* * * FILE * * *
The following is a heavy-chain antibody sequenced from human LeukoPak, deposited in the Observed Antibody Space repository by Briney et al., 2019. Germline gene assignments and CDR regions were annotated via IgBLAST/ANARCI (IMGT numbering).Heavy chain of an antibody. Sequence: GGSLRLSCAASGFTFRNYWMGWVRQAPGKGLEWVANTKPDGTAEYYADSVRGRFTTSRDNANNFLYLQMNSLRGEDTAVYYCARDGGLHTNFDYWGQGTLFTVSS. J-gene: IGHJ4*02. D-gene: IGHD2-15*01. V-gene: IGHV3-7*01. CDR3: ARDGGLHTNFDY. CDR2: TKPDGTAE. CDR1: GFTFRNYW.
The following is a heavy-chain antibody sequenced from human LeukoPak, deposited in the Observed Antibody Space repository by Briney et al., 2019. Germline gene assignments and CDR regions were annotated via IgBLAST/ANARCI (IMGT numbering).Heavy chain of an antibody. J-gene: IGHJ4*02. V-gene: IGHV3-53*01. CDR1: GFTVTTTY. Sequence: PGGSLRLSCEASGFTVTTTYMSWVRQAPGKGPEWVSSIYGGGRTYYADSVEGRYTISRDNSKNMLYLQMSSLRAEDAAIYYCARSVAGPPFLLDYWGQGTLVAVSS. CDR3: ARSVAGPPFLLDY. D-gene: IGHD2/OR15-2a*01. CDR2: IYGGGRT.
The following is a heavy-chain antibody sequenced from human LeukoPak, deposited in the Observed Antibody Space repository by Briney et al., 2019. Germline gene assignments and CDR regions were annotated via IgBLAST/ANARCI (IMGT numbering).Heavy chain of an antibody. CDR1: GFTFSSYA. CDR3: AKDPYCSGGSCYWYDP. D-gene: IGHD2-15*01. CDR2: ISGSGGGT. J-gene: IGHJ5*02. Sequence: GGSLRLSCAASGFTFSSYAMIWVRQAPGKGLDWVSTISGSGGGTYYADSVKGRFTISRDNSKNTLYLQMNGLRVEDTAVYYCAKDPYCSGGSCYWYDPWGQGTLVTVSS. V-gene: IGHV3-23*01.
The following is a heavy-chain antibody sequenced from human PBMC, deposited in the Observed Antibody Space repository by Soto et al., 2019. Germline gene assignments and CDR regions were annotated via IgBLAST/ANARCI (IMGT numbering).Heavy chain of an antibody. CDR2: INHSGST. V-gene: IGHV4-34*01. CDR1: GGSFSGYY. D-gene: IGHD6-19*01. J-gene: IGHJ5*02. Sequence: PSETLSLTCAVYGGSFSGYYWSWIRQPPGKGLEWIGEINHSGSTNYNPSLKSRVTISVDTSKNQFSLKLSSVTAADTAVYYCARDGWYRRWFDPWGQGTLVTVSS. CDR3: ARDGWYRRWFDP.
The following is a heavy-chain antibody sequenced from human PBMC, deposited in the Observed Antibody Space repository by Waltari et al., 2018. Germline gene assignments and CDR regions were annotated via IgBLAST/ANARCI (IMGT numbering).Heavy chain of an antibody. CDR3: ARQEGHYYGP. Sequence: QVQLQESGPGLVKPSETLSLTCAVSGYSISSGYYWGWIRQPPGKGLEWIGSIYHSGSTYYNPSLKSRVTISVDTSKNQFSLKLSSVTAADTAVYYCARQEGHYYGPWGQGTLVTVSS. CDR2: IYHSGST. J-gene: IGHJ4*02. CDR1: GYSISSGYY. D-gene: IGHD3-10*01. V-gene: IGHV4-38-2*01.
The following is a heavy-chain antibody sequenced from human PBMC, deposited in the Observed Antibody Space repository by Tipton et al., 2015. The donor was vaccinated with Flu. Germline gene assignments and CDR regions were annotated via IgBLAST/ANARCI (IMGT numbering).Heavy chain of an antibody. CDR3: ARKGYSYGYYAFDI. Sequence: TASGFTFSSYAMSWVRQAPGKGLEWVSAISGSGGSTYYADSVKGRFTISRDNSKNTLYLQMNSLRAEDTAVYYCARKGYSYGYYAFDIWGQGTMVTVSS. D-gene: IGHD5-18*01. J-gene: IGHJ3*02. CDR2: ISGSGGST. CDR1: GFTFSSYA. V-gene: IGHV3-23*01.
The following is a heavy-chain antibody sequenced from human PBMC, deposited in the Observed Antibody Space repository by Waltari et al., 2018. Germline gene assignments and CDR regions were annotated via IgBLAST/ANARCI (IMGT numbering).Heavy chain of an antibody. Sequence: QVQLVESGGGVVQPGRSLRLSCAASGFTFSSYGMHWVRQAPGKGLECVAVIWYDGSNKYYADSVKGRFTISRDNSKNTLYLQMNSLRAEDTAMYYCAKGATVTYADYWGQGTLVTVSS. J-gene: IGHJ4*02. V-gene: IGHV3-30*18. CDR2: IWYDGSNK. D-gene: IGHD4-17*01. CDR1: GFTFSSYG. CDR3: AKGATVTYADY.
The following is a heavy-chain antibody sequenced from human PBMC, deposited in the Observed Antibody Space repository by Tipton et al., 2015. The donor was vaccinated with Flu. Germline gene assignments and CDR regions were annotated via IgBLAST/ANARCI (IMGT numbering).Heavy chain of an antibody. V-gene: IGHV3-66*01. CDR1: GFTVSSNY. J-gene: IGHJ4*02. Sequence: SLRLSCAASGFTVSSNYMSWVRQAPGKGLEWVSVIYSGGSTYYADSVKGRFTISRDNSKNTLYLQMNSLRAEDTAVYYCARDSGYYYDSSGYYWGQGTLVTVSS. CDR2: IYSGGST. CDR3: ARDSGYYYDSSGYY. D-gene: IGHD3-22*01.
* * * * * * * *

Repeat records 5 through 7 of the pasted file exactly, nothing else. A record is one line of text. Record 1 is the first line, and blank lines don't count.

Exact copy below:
The following is a heavy-chain antibody sequenced from human PBMC, deposited in the Observed Antibody Space repository by Waltari et al., 2018. Germline gene assignments and CDR regions were annotated via IgBLAST/ANARCI (IMGT numbering).Heavy chain of an antibody. CDR3: ARQEGHYYGP. Sequence: QVQLQESGPGLVKPSETLSLTCAVSGYSISSGYYWGWIRQPPGKGLEWIGSIYHSGSTYYNPSLKSRVTISVDTSKNQFSLKLSSVTAADTAVYYCARQEGHYYGPWGQGTLVTVSS. CDR2: IYHSGST. J-gene: IGHJ4*02. CDR1: GYSISSGYY. D-gene: IGHD3-10*01. V-gene: IGHV4-38-2*01.
The following is a heavy-chain antibody sequenced from human PBMC, deposited in the Observed Antibody Space repository by Tipton et al., 2015. The donor was vaccinated with Flu. Germline gene assignments and CDR regions were annotated via IgBLAST/ANARCI (IMGT numbering).Heavy chain of an antibody. CDR3: ARKGYSYGYYAFDI. Sequence: TASGFTFSSYAMSWVRQAPGKGLEWVSAISGSGGSTYYADSVKGRFTISRDNSKNTLYLQMNSLRAEDTAVYYCARKGYSYGYYAFDIWGQGTMVTVSS. D-gene: IGHD5-18*01. J-gene: IGHJ3*02. CDR2: ISGSGGST. CDR1: GFTFSSYA. V-gene: IGHV3-23*01.
The following is a heavy-chain antibody sequenced from human PBMC, deposited in the Observed Antibody Space repository by Waltari et al., 2018. Germline gene assignments and CDR regions were annotated via IgBLAST/ANARCI (IMGT numbering).Heavy chain of an antibody. Sequence: QVQLVESGGGVVQPGRSLRLSCAASGFTFSSYGMHWVRQAPGKGLECVAVIWYDGSNKYYADSVKGRFTISRDNSKNTLYLQMNSLRAEDTAMYYCAKGATVTYADYWGQGTLVTVSS. J-gene: IGHJ4*02. V-gene: IGHV3-30*18. CDR2: IWYDGSNK. D-gene: IGHD4-17*01. CDR1: GFTFSSYG. CDR3: AKGATVTYADY.